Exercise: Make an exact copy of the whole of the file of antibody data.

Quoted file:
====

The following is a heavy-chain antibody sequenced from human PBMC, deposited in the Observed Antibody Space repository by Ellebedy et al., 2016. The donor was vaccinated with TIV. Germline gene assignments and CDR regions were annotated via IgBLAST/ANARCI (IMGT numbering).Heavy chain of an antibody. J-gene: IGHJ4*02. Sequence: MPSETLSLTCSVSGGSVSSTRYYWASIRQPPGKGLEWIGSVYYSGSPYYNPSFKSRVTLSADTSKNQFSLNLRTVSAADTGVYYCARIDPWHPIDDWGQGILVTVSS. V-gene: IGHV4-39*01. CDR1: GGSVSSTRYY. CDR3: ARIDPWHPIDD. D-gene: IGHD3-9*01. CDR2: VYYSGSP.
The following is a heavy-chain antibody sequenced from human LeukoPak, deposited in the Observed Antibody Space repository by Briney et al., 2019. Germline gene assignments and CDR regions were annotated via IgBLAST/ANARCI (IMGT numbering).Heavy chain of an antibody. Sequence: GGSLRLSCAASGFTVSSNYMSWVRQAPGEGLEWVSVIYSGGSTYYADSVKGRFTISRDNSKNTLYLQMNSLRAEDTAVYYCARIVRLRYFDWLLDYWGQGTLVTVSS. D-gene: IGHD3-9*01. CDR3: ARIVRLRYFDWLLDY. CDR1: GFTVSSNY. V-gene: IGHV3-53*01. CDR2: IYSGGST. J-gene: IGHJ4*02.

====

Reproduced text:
The following is a heavy-chain antibody sequenced from human PBMC, deposited in the Observed Antibody Space repository by Ellebedy et al., 2016. The donor was vaccinated with TIV. Germline gene assignments and CDR regions were annotated via IgBLAST/ANARCI (IMGT numbering).Heavy chain of an antibody. J-gene: IGHJ4*02. Sequence: MPSETLSLTCSVSGGSVSSTRYYWASIRQPPGKGLEWIGSVYYSGSPYYNPSFKSRVTLSADTSKNQFSLNLRTVSAADTGVYYCARIDPWHPIDDWGQGILVTVSS. V-gene: IGHV4-39*01. CDR1: GGSVSSTRYY. CDR3: ARIDPWHPIDD. D-gene: IGHD3-9*01. CDR2: VYYSGSP.
The following is a heavy-chain antibody sequenced from human LeukoPak, deposited in the Observed Antibody Space repository by Briney et al., 2019. Germline gene assignments and CDR regions were annotated via IgBLAST/ANARCI (IMGT numbering).Heavy chain of an antibody. Sequence: GGSLRLSCAASGFTVSSNYMSWVRQAPGEGLEWVSVIYSGGSTYYADSVKGRFTISRDNSKNTLYLQMNSLRAEDTAVYYCARIVRLRYFDWLLDYWGQGTLVTVSS. D-gene: IGHD3-9*01. CDR3: ARIVRLRYFDWLLDY. CDR1: GFTVSSNY. V-gene: IGHV3-53*01. CDR2: IYSGGST. J-gene: IGHJ4*02.